Sustaining home ownership in Australia: Emerging policy concerns
|dc.identifier.citation||Wood, G. and Ong, R. 2012. Sustaining home ownership in Australia: Emerging policy concerns.|
The idea that housing careers progress smoothly from leaving the parental home through renting and then ownership, with low housing costs cushioning lower post-retirement income, is losing its relevance in the 21st century. Secure housing careers in home ownership are being challenged by the risks associated with housing market volatility and innovation in mortgage markets as a result of financial deregulation. Increasing numbers of Australians are vulnerable to complex and insecure housing careers that feature tenure churning where a precarious foothold in home ownership is dislodged, commonly because of household dissolution, but sometimes because of other generally unanticipated adverse shocks. If growing numbers of Australians find home ownership unsustainable, it will add to the already intense pressure on housing assistance, especially among older Australians who are less likely to bounce back into home ownership given declining rates of economic participation in later years. This paper examines whether high levels of home ownership are sustainable in the early years of the 21st century and whether current Australian policy settings towards home ownership are optimal. We will draw on the published work of social researchers as well as our own empirical estimates to enrich understanding of the challenges faced by home ownership policy in Australia.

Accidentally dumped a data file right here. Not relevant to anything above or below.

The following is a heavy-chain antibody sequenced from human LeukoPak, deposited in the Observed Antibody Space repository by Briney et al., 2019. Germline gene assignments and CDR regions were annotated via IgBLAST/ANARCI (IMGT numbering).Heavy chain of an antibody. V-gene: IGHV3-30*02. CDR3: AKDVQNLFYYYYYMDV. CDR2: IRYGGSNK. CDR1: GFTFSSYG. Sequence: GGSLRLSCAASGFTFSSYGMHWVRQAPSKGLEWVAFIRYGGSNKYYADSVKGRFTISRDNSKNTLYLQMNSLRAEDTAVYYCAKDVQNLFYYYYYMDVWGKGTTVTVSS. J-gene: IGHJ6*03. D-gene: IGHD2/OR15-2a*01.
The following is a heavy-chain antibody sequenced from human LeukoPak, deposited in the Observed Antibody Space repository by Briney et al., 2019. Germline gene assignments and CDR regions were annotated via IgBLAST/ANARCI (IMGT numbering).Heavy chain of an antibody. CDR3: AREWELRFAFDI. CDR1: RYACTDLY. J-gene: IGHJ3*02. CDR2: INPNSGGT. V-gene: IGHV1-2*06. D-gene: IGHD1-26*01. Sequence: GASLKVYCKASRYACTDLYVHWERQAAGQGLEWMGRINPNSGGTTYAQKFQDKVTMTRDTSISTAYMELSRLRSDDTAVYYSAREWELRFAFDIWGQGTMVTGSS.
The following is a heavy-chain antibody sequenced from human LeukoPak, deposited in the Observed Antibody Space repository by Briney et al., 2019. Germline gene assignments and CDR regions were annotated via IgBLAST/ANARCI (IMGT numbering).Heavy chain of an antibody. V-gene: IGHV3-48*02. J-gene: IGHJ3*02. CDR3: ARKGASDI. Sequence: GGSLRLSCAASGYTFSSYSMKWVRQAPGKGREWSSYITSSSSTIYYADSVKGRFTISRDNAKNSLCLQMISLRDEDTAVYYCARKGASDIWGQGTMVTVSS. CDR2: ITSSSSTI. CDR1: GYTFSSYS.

|dc.title||Sustaining home ownership in Australia: Emerging policy concerns|
|dcterms.source.title||6th Australasian Housing Researchers' Conference, AHRC 2012|
|dcterms.source.series||6th Australasian Housing Researchers' Conference, AHRC 2012|
|curtin.department||John Curtin Institute of Public Policy (JCIPP)|
|curtin.accessStatus||Fulltext not available|
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